Slogging through the moors with Jane Seymour isn't everyone's idea of gripping entertainment. But "Jamaica Inn," a four-hour mini-series based on Daphne du Maurier's gothic tale of romance and evil, is a brooding, taut mystery -- well worth it for televisionados who don't mind sinking mindlessly into two dark and stormy nights.

Airing tomorrow and Monday on Channel 5 (8 to 10 p.m.), "Jamaica Inn" boasts a fine cast, headed by Seymour, whose exquisitely chiseled features compete with the Cornwall coast for Best Visual Effects. No Meryl Streep in the Sturm und Drang department, and at times looking like a promo for Laura Ashley or Ralph Lauren, she gives a spirited performance as Mary Yellan, du Maurier's wide-eyed heroine who stumbles upon the evil men do. As a result, she is the better for it, risking a life of high adventure over the security she seems to need.

Fans of "Miami Vice" take note: This is pretty tame stuff. No sex. Tasteful violence. And the only coke is the stuff ye olde bog-dwellers burn as fuel.

The opening scene sets the tone for this foggy tale (filmed unsuccessfully by Alfred Hitchcock in 1939) as a sailing ship rounds the rocky English coast. "Aye, it's a darty night," a crewman mutters. On the shore, a roving band of "wreckers" are up to no good. They stab the lighthouse keeper to death and ignite their own torch, guiding the ship to the treacherous shoals and its crewmen to their watery graves.

They board the ship, pillage and plunder, and with not even a yo-ho-ho disband into the night.

Among the dead is Mary's father. She and her mother, Martha (Vivian Pickles), are devastated, and the latter dies of grief. Mary is sent to live with her Aunt Patience (Billie Whitelaw), now married to the drunken Joss Merlyn (Patrick McGoohan), the proprietor of Jamaica Inn.

As the cymbals clash and the drums roll out their warning, Mary makes her way across the countryside to the dreaded destination. "Even the horses don't like stopping there," the driver says. "He's right, Missy," a woman traveler offers. "If I was you, I'd give up any thought of going to Jamaica Inn."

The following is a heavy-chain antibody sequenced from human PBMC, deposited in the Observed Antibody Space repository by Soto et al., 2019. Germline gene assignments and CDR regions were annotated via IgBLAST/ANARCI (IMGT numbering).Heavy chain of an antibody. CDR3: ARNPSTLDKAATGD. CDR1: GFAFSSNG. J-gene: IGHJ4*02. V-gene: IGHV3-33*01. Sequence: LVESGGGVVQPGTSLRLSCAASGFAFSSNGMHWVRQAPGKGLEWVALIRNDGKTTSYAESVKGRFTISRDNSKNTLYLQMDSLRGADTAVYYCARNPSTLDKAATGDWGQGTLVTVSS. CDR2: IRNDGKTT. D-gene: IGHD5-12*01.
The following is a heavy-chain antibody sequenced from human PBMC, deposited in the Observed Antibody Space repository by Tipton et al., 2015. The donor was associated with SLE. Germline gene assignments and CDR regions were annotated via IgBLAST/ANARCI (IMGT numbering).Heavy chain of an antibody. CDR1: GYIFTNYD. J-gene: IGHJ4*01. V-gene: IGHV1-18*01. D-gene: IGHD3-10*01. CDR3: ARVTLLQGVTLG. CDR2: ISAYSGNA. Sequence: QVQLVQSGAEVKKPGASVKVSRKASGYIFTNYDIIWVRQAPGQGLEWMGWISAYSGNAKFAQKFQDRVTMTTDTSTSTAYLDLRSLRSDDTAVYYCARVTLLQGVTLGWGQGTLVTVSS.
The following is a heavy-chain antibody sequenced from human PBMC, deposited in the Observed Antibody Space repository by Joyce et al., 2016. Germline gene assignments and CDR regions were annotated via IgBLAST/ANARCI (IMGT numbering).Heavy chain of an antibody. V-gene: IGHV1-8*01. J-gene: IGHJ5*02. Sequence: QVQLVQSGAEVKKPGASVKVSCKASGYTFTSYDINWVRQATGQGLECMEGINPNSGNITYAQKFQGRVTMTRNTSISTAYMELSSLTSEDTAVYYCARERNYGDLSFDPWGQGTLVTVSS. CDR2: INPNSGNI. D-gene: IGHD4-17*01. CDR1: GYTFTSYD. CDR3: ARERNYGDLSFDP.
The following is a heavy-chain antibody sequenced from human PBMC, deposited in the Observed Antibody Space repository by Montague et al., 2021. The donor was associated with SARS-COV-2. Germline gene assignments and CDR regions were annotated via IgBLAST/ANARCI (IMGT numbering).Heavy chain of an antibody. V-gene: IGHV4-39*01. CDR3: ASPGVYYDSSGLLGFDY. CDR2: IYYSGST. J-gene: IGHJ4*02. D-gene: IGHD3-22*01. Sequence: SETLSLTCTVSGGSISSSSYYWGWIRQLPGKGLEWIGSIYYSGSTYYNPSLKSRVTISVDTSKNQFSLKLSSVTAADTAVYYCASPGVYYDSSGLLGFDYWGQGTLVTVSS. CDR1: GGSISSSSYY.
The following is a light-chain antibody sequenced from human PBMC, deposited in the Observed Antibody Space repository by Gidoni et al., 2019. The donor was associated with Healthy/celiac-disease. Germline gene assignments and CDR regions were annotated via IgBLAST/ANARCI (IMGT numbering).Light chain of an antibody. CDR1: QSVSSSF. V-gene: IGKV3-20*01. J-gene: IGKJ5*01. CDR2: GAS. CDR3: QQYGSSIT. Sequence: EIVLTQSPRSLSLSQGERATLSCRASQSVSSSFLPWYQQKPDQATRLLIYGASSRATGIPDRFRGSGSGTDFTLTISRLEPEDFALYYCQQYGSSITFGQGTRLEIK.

Obviously, Mary didn't consult her travel agent. Greeted by a pack of growling dogs and an innkeeper who makes Lon Chaney look like Conrad Hilton, she is escorted to a room where the rats have already checked in.

"Welcome," Uncle Joss snarls, two-day-old drool on his chin. McGoohan gives a rousing performance as the evil innkeeper and host to the band of smugglers, throat-slitters and social misfits who frequent his roadside establishment.

The once-spirited Aunt Patience looks like the "before" picture for Grecian Formula -- her hair is white, her eyes buggy with fright.

"Don't be afraid," she tells her niece. "There are things that happen at Jamaica Inn, Mary. Bad things. Evil things. I can't tell you. I can't even admit them to myself."

Naturally, Mary starts snooping around and discovers that her uncle, as leader of the horrible "wreckers," is a one-man Bermuda Triangle.

Meanwhile, she has taken a fancy to Joss' brother, Jem (Trevor Eve), a dashing horse thief who has a considerable amount of roguish charm. "We Merlyns have never been good to our women," he says, thus cementing the relationship.

There are genuine sparks between Seymour and her stubble-chinned love interest, and it's a relief to see the actress opposite a real, scruffy man, not a cardboard replica of her own asymmetrical beauty.

John McEnery does a neat job as the mysterious vicar, the Rev. Francis Davey, the one man Mary comes to trust.

You know the production is at least making a stab at authenticity by the straw on the floor and the fingerless gloves the players wear. And there are plenty of hounds and horses, carriages on cobblestones, and everybody drops their h's. (Mary: "I've risked ev'rythin' ta cumm 'ere.")

When the malicious Joss and his wife Patience are brutally murdered, Mary's life hangs in the balance.

"You were the rock, Mary Yellan, against which we ran aground," the killer whispers. "With your wide inquiring eyes you came amongst us and I knew then the end was near."

Some viewers may wish check-out time came sooner. There's plenty of room in "Jamaica Inn" for improvement, but any reservations should be dispelled at the sight of Seymour's scene-stealing kisser.

Even if she does wear a wee bit too much Jamaic-up.